‘The work is done once the artist had unleashed it, made the desire manifest in the physical, in the word, the paint, the music. They are no longer responsible for what happens, or its impact, or lack of.  The responsibility lies with the appropriators, the snake-oil merchants who make the money, claim the glory for the discovery, for being the first to recognise the Artist.’

But, even at that, the appropriators serve a purpose and do good work, by enlightening us, making us aware of the work, the person, and the spirit – there is silver and gold hidden in the dirt.

Would I pay for the work that is created like that of the outsider artist, for self, for self-expression, for salvation, for release, for the joy of creation, for a purity of spirit and soul, for resurrection? Yes, I think I would – It is pure, pristine, and genuine – but, in paying for it, I would not truly own it; I cannot.

I returned to the Pin holes of light, and the chair.

One in particular drew me, and, as I looked though and into the light, I heard again, Gabriel’s masterpiece, ‘Mercy Street’.  It has twisted my soul since I first heard it as a sixth-form brat, and has continued to do so.

Gabriel created a magnificent beauty from a shared pain – his, and the pain and suffering he recognised in Anne Sexton. He allows me a glimpse of that pain, while floating me above it all on notes of the sublime.  I did not know this when I first heard it, I knew nothing of Anne Sexton – when, in later years I learned of her story I was left quietly numb – and the song became even more beautiful, more powerful.

It, like all beauty, reaches into my body, grabs my heart and squeezes it so hard it hurts but at the same time shoots me into the farthest corners of the universe, tears me apart and scatters every single molecule to every conceivable corner of all that exists so that there is no distinction, no duality, no separate identity, nothing, just being, just joy, just love. Well, that’s how it feels, sometimes!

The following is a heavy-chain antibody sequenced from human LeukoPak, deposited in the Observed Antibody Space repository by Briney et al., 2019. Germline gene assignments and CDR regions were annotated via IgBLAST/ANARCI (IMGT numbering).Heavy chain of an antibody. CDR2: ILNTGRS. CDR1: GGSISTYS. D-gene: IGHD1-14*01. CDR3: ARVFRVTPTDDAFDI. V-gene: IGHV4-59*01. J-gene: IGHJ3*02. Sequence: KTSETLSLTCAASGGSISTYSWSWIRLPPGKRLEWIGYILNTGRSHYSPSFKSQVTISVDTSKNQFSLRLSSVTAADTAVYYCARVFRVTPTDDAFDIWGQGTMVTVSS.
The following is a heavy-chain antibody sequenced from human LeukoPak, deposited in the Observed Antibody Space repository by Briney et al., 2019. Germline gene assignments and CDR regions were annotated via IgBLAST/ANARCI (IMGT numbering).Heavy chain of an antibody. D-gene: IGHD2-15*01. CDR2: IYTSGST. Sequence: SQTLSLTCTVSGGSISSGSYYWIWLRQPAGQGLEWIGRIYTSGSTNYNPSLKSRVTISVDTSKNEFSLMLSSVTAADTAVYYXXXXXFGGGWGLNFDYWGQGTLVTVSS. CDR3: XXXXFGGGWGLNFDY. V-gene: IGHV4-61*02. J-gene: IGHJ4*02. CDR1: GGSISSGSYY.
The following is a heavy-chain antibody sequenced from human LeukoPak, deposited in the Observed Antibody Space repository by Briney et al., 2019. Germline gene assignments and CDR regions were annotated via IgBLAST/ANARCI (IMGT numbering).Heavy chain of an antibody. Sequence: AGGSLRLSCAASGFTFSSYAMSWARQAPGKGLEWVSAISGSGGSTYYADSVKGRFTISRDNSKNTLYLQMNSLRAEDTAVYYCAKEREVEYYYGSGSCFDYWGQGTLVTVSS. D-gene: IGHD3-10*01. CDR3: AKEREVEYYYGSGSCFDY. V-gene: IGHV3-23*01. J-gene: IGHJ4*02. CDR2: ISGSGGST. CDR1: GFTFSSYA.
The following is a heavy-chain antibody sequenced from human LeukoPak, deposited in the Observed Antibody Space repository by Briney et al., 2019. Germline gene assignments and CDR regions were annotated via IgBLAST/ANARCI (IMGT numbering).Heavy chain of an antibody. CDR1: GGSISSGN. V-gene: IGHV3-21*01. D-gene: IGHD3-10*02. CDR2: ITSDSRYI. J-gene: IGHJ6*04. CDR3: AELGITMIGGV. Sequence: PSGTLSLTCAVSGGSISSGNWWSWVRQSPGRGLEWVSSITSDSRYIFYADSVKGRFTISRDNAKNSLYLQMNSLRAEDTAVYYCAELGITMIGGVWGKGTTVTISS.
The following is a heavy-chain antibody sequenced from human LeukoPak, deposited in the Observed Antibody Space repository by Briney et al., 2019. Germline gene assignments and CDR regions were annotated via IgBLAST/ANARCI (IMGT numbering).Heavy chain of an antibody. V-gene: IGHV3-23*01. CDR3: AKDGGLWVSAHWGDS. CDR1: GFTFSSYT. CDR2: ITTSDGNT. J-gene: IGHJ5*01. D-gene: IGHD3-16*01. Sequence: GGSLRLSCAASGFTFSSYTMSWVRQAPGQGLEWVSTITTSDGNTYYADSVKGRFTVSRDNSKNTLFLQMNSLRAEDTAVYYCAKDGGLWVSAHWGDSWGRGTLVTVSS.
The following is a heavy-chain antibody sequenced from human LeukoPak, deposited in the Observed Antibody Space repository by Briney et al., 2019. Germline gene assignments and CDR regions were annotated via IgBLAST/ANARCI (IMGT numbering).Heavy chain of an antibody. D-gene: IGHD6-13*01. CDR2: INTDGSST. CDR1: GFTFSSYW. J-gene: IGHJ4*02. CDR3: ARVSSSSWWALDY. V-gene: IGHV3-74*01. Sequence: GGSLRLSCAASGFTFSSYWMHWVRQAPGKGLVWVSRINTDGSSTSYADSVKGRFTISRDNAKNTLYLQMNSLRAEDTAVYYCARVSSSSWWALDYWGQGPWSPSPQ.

I was staring at the pinhole of light and I considered love, hope, fear, suffering and loss. When the music of 30 odd years ago stopped playing in my head I realised I was staring at an uncut piece of wood and must have been for a little while.   I roused myself and continued to work, before finishing for the day and leaving the near completed chair and returned to sit by the fire.  I listened to ‘Mercy Street’, this time by Fever Ray, a discovery I made this year, and I thought about originals and copies, I smiled and lost myself in beautiful music, an interpretation of an original.  I considered the chair, also an interpretation of the original, a new journey inextricably linked to the first, and I stepped into the light.

And, there it sat, incomplete, as I followed another pin hole that called me to make a visit to an old and very dear friend on Christmas day – my first Christmas in his company in exactly 30 years. We talked, looked back over the 30 years, we laughed and we parted, a story completed.  When I got off the aeroplane I returned to the chair and I finished it.

This chair may only have taken me 5 months to put the pieces together, but it has been 30 years of my life in the making.   I’m ready for the next 30 – if someone doesn’t brain me first!


Into Light

The Silence

A Fella’ Who Makes Chairs

Pin It on Pinterest

Share This

Please Share!

Share this post with your friends!